Mar 17 2012
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Waiting on cotton candy
The start of 2012 brought disappointing news to Egyptian cotton exporters, as demand on cotton significantly slumped. In his statement before parliament last month, Minister of Agriculture Mohamed Reda Ismail stated that no country had yet shown an interest in purchasing Egyptian cotton this year.
Ismail added that 365,000 feddans were cultivated to produce a harvest of three million qantar (150 million kg) of cotton last year. The harvest was sold to 38 countries, at a price of LE2,000 per qantar.
"We do not know what is being plotted against us or the real reason for countries to refrain from buying Egyptian cotton," Ismail said.
El-Fateh explained that the start of the export season 2011/12, which started in October and ends in August, showed that demand had declined. Not all countries who bought Egyptian cotton last year wanted to buy this year. "Some countries already have enough with the quantities of Egyptian cotton they bought last year," El-Fateh told Al-Ahram Weekly.
Alcotan Cotton Trading and Export Company CEO Magdi El-Meniawi agreed with El-Fateh. "I believe the minister meant to say that demand this year is much lower than last year," he told the Weekly. "This time last year, we had exported double the quantity we have exported so far this year."
El-Meniawi attributed part of the slowdown in demand to a drop in global demand. Europe and the United States are the biggest garments consumers. "Since January, demand from Europe and the US has been weak, pushing global demand downwards," he said.
El-Meniawi added that weak demand was a result of Europe's economic difficulties, as well as the austerity measures pursued by many countries.
Another reason for the decline in demand, said El-Meniawi, were unstable political conditions in Egypt. He said that continuous strikes and demonstrations sent bad signals to importers. "Importers have become worried over the country's commitment to export contracts," he said.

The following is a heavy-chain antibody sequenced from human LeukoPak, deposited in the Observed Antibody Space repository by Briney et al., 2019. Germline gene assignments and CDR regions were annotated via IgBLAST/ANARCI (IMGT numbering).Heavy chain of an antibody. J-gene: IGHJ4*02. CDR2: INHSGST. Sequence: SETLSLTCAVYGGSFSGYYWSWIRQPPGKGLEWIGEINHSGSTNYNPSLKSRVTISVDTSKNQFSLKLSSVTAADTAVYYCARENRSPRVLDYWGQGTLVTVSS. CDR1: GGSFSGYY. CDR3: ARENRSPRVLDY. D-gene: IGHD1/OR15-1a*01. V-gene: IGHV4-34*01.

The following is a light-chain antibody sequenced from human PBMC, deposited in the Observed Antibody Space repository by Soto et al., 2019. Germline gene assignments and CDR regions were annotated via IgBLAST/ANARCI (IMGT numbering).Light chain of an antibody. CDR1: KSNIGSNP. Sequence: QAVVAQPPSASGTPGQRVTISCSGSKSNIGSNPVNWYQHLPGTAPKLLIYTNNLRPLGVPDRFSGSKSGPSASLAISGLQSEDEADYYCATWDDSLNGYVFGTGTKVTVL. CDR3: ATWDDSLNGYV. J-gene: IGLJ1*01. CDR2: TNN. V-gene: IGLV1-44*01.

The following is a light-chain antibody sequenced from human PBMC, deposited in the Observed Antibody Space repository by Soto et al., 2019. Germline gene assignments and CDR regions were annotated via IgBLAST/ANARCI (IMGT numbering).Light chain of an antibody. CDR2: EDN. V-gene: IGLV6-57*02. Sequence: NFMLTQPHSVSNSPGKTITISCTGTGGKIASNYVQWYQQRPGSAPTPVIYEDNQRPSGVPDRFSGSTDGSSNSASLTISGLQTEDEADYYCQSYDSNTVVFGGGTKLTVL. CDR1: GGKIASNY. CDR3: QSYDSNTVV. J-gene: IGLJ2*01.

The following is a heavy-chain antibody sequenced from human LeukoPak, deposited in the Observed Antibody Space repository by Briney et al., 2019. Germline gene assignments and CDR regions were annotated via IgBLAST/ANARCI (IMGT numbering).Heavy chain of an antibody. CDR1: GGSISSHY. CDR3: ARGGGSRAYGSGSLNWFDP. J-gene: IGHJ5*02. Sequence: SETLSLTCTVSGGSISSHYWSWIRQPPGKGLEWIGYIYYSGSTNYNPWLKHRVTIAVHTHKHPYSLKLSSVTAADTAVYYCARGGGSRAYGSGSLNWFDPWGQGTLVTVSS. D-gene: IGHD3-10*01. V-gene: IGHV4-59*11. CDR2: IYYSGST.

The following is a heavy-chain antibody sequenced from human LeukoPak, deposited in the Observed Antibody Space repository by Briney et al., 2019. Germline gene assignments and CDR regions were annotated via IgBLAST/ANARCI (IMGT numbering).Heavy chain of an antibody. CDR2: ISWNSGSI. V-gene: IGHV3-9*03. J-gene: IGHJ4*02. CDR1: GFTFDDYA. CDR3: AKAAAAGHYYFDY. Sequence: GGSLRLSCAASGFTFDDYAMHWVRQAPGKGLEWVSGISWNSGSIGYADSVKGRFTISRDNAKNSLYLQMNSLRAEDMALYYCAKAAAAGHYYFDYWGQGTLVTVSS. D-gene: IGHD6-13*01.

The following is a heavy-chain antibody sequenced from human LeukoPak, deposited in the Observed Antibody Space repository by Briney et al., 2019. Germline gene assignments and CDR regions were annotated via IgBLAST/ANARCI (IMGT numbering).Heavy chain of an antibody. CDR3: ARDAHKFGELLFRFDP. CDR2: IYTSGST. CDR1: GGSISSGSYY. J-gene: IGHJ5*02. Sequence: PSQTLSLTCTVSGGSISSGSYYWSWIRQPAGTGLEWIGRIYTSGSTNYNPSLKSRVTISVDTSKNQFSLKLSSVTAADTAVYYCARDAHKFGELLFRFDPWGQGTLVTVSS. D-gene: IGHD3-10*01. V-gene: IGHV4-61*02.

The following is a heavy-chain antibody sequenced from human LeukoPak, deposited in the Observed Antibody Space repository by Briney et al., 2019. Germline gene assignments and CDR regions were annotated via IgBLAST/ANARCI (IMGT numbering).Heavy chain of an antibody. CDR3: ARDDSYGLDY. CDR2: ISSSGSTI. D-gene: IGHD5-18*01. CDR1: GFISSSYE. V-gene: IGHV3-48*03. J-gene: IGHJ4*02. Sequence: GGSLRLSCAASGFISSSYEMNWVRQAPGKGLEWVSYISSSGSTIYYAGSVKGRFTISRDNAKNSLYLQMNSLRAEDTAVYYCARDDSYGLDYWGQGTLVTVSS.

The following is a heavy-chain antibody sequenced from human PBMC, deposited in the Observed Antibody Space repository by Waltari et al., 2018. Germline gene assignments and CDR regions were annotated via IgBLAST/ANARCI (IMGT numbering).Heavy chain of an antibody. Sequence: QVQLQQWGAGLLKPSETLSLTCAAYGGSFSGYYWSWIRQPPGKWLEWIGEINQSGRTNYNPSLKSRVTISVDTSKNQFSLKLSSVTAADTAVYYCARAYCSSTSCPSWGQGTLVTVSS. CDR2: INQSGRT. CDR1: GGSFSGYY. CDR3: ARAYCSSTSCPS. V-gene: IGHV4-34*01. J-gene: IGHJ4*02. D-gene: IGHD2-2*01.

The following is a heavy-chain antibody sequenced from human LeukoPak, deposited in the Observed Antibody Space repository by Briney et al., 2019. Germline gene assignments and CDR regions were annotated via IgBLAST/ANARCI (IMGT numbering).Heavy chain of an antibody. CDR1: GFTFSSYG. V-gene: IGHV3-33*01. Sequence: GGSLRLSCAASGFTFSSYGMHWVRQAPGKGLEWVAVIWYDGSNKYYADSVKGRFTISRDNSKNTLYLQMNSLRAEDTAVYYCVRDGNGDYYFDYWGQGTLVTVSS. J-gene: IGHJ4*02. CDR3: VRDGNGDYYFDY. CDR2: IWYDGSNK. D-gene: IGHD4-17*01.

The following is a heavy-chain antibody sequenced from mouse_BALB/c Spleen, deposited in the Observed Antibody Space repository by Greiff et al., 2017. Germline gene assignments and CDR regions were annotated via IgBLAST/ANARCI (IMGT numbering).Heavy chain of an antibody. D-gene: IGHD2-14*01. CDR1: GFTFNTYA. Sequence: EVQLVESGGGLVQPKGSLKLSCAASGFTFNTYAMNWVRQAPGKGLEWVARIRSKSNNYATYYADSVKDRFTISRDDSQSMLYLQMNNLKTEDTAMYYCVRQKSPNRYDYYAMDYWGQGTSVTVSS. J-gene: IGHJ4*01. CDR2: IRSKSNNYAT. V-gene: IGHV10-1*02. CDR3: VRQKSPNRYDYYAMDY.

Moreover, the drop in demand and the consequent oversupply of cotton has forced prices down. El-Meniawi stated that Giza 88, a high- quality Egyptian cotton, was exported at LE950 this year, compared to LE1,800 last year.
Nevertheless, both El-Fateh and El-Meniawi were optimistic for this year's harvest, and expected a surge in demand by next April. El-Meniawi said stagnant demand would urge farmers to abandon cotton for more lucrative crops. This would result in reducing cotton cultivated lands. "This would raise importers' concerns over a lack in cotton supply," he added. "And thus their demand would increase."
El-Fateh said farmers have no accumulated cotton in store. He said farmers in some governorates had faced problems, but that these were resolved after the government pledged to buy Giza 86 and Giza 88 from farmers at LE1,150 per qantar.
Earlier in January, the government decided to allocate LE200 million in subsidies to cotton farmers. These subsidies were distributed to local spinning and weaving mills, in order to be able to buy cotton from farmers at a price of LE2,000 per qantar.
Egyptian cotton is classified into four types. Giza 86 and Giza 88 are of the highest quality and are cultivated in the Delta region. The other two types, Giza 80 and Giza 90, are planted in Upper Egypt and are of lower quality.
© Al Ahram Weekly 2012
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